12 Things No Batman Movie Can Agree On

  • Batman is a loner crusader for justice, but he also has allies and teams that play important roles in his story outside of Gotham City.
  • Batman's lack of superpowers makes him a realistic character, but stories that embrace his unrealistic side also offer fresh narrative possibilities.
  • Batman can be seen as a troubled, self-righteous vigilante with a penchant for violence, but he's ultimately a selfless hero who fights crime wisely.
Batman has starred in so many different DC movies, shows, and comic books that a definitive version of the Dark Knight is difficult to define. Since his debut in 1939's Detective Comics #27, Batman has been known for his wealth, gadgets, brooding personality, thirst for justice, and lack of superpowers. However, some versions of Batman have presented very different takes on the hero, ranging from realistic portrayals all the way to the supernatural.
Batman is quite a dynamic character, as he can be just as grounded, heroic, young, and vulnerable as he's unrealistic, morally gray, experienced, and superhuman. Sometimes Batman is struggling to deal with crime and corruption in the grimy streets of Gotham City, and sometimes he's defeating Darkseid himself on a far-off planet with the help of the Justice League. Every actor who has played Batman in live-action has explored the character from a unique angle. Therefore, when describing the key characteristics that define Batman, certain aspects may divide fans of the Dark Knight.
12 Batman Is A Lone Wolf Hero Batman's crusade for justice makes him a lonely character, as he can't maintain personal relationships as Bruce Wayne or as the masked vigilante. Relationships only distract him from his heroic goals and can result in more pain for everyone involved, as shown in the Death in the Family comic book storyline, where the Joker kills Jason Todd; in The Dark Knight, where Joker kills Rachel Dawes; and in Batman v Superman: Dawn of Justice, where the DCEU's Robin is implied to have died years before. Most Batman movies have focused on this side of the character, with Batman's only allies being Alfred Pennyworth and James Gordon.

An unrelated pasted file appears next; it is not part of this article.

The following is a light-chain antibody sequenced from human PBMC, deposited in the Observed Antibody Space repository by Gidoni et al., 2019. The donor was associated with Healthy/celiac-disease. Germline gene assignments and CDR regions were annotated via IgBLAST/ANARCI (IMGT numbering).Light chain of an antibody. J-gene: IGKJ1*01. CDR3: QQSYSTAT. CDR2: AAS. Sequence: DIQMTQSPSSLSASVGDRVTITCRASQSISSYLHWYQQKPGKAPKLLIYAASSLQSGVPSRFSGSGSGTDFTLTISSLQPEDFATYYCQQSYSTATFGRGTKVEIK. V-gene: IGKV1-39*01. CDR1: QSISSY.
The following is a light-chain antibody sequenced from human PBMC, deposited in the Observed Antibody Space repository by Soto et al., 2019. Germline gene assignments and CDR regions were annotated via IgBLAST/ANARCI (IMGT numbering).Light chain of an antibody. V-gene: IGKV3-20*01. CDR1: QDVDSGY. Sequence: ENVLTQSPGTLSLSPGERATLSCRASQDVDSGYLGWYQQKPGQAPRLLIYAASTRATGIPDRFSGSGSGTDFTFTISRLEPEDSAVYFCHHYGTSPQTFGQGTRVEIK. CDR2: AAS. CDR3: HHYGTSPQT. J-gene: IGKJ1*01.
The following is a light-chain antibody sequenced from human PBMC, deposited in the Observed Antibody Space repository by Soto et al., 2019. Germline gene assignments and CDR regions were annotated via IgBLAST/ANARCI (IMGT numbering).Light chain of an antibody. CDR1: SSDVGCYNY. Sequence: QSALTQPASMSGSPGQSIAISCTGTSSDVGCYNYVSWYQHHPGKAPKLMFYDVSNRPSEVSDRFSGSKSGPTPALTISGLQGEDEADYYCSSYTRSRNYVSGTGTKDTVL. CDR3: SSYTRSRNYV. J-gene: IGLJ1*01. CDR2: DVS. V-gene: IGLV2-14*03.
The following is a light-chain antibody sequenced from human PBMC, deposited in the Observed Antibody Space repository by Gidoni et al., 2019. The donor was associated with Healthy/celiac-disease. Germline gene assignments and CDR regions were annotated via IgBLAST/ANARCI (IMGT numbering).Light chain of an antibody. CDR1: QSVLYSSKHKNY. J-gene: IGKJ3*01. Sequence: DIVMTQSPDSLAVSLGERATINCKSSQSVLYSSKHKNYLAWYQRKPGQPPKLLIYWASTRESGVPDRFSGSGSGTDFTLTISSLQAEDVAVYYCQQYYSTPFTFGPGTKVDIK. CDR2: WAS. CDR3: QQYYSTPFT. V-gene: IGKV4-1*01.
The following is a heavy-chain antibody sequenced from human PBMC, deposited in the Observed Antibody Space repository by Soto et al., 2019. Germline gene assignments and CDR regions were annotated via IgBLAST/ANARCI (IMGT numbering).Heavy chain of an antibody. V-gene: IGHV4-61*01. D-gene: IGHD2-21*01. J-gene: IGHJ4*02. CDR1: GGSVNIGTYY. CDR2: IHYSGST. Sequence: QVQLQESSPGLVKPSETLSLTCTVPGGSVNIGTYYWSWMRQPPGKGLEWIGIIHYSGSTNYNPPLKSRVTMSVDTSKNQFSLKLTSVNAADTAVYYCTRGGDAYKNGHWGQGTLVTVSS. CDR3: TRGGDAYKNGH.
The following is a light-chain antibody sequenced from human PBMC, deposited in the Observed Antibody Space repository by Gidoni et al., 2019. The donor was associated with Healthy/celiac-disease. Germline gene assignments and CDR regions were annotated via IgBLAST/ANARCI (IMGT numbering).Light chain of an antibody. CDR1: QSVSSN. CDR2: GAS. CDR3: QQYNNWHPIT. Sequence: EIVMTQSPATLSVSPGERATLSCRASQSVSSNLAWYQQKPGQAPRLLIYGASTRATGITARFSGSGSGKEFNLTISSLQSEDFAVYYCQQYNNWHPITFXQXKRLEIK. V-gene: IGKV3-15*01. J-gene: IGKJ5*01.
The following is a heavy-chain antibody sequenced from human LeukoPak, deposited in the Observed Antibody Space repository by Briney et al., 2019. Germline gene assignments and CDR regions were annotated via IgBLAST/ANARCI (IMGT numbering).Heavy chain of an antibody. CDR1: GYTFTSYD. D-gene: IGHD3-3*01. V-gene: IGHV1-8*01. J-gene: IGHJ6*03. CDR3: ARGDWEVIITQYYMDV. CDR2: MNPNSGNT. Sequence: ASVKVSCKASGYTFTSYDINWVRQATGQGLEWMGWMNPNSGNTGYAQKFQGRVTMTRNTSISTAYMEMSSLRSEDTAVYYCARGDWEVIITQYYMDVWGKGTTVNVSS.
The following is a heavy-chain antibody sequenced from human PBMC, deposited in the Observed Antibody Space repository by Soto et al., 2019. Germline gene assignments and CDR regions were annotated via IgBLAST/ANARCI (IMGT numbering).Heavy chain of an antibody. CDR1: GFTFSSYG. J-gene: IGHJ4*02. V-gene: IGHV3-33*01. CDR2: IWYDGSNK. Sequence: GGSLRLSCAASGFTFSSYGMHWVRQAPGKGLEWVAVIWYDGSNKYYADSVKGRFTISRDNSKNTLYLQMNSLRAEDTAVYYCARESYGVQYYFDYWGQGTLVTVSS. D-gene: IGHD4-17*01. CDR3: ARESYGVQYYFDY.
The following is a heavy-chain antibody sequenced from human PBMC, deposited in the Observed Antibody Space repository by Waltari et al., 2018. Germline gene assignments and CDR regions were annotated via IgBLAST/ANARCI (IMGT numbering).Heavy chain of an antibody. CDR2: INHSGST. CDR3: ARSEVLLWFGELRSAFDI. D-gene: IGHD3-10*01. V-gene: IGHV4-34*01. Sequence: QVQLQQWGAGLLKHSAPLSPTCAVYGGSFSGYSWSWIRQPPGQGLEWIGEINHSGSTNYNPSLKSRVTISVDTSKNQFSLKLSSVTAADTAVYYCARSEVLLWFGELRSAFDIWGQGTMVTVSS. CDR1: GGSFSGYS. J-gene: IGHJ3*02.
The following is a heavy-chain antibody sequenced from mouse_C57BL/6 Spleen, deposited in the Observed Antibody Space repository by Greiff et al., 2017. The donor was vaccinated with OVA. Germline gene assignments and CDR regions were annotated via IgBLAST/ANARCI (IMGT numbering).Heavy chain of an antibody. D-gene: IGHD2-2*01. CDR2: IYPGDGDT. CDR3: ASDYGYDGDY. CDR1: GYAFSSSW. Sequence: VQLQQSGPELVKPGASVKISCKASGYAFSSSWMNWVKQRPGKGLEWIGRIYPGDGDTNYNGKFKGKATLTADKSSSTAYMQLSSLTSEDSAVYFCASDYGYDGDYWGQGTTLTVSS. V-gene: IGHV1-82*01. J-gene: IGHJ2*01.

However, Batman's allies and teams have been an important part of his lore since as early as 1940's Detective Comics No. 38, which marked Robin's first appearance. Batman has developed a fatherly bond with all Robins since then, and he has mentored other members of the ever-expanding Bat-Family. Outside Gotham, Batman has also found a sense of community in the Justice League — a team where his intellect and wisdom shines over most metahumans' superhuman abilities. Live-action movies have mostly overlooked this aspect of the character, but comic books and animated shows have explored it thoroughly.
11 Batman Is DC's Most Realistic Character Batman's lack of superpowers tends to pull him into the more realistic side of the DC Universe. He's a character that relies on his wits to defeat similarly grounded villains in a city that's more populated by gangsters and terrorists than by aliens and monsters. Grounded Batman stories like the Dark Knight trilogy fulfill the fantasy of real-life human beings taking matters into their own hands by fighting evil without the need for fantastical enhancements. In order to maintain the suspension of disbelief, they have also set the expectation that peak human capabilities are Bruce Wayne's limit.
But focusing exclusively on Batman's realistic portrayals is quite restricting. Batman stories that don't worry about breaking the illusion of realism have the freedom to explore new villains, fight scenes, character dynamics, and even Batsuits that grounded adaptations cannot. For instance, villains like Mr. Freeze and Killer Croc are inherently unrealistic, but they offer fresh narrative possibilities that are often overlooked. Likewise, Ben Affleck's cloth-like Batsuit make less sense than a heavily armored Batsuit, but it provides a breath of fresh air from most other live-action costumes.


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